that is, they contain a central kernel, the nucleus, which is more dense than the surrounding protoplasm, and of a slightly different chemical composition. These bodies, which circulate among the tissues with the blood forming a part of it, manifest independent movements, thrusting out and drawing in portions of their mass in true amœboid fashion; they devour solid particles of matter which come in their way—their smaller comrades, the red corpuscles, not always escaping their voracity. This they do by flowing around and inclosing them, as already described. They have also been observed by Klein to multiply by division, like the monera. The white blood-corpuscle, identical, apparently, with the amœba, which may be found in the standing water of pools attached to the surface of leaves, and in many other similar situations, is a true cell—the morphological unit from which all organisms, whether low or high, originate, and by whose multiplication, development, and differentiation, all the tissues of their bodies are produced.
The history of the growth and development of every animal—whether moner, mollusk, or man—is a history of cell-multiplication and cell-differentiation; and the most highly endowed individual of them all possesses no property, no faculty, no power, which is not at last foreshadowed in the formless, structureless, protoplasmic cell from which they are all alike derived. Is the nervous tissue of man in the highest degree irritable and automatic—that is, sensitive and self-acting? So is protoplasm, though in an almost infinitely less degree. Is muscular tissue eminently contractile, serving for the production of the varied and complicated movements of all parts of the body? Protoplasm is also capable of slight spontaneous motions of its entire mass. Are the various glands of the body actively secretory and excretory? So is protoplasm within the narrow limits of its chemical necessities. Equally, also, with the highest tissues and organisms, it reproduces its kind.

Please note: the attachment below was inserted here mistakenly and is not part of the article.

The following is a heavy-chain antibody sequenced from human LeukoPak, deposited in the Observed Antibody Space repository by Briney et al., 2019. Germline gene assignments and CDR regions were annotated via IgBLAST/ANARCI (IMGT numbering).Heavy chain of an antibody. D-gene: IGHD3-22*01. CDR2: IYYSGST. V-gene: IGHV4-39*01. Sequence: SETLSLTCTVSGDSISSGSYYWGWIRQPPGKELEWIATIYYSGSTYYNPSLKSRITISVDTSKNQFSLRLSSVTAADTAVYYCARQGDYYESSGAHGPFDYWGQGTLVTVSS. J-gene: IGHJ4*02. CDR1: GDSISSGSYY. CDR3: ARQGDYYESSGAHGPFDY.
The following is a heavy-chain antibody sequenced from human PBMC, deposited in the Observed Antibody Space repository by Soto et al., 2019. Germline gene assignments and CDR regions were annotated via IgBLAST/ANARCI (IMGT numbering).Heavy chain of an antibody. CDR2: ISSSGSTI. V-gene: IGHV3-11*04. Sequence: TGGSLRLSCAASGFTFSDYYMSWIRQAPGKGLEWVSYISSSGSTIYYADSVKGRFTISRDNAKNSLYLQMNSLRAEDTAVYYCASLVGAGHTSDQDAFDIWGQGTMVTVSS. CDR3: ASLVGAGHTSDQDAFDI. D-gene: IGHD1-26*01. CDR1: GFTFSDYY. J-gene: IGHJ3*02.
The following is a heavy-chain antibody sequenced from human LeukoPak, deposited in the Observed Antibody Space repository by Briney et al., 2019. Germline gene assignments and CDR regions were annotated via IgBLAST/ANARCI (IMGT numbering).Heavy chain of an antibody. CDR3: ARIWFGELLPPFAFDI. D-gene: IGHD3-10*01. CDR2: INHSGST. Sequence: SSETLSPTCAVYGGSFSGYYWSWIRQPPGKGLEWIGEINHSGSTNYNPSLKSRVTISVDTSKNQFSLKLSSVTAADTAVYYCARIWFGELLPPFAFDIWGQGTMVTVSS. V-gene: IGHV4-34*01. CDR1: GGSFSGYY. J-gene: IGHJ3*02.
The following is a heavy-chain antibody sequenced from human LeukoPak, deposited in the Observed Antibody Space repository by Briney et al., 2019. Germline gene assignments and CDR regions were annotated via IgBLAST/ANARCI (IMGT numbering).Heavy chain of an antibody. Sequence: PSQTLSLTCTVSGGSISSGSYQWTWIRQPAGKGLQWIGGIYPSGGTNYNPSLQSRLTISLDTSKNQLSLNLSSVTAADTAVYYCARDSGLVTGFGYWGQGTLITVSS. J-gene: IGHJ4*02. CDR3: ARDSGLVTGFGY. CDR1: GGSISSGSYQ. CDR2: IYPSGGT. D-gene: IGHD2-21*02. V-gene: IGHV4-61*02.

The complex body of any one of the higher animals may, then, be considered as consisting of certain tissues, each of which has not only been derived from protoplasm but each of which corresponds, in its perfected function, to some one of the fundamental properties of protoplasm, to the special manifestation of which it is devoted for the benefit of the organism as a whole, on the important principle first spoken of by Milne-Edwards as the physiological division of labor. Division of labor among the tissues, however, as among the members of a community, has its limits. While every tissue has some leading quality, some special function, developed to the highest degree in the interests of the organism as a whole (contraction in muscle-tissue, secretion in gland-tissue, and so on), yet each tissue retains in its own private interests, as it were, vestiges of all the other protoplasmic properties belonging to their common ancestor. Hence, all the tissues are assimilative to the extent of keeping up their own nutrition; all are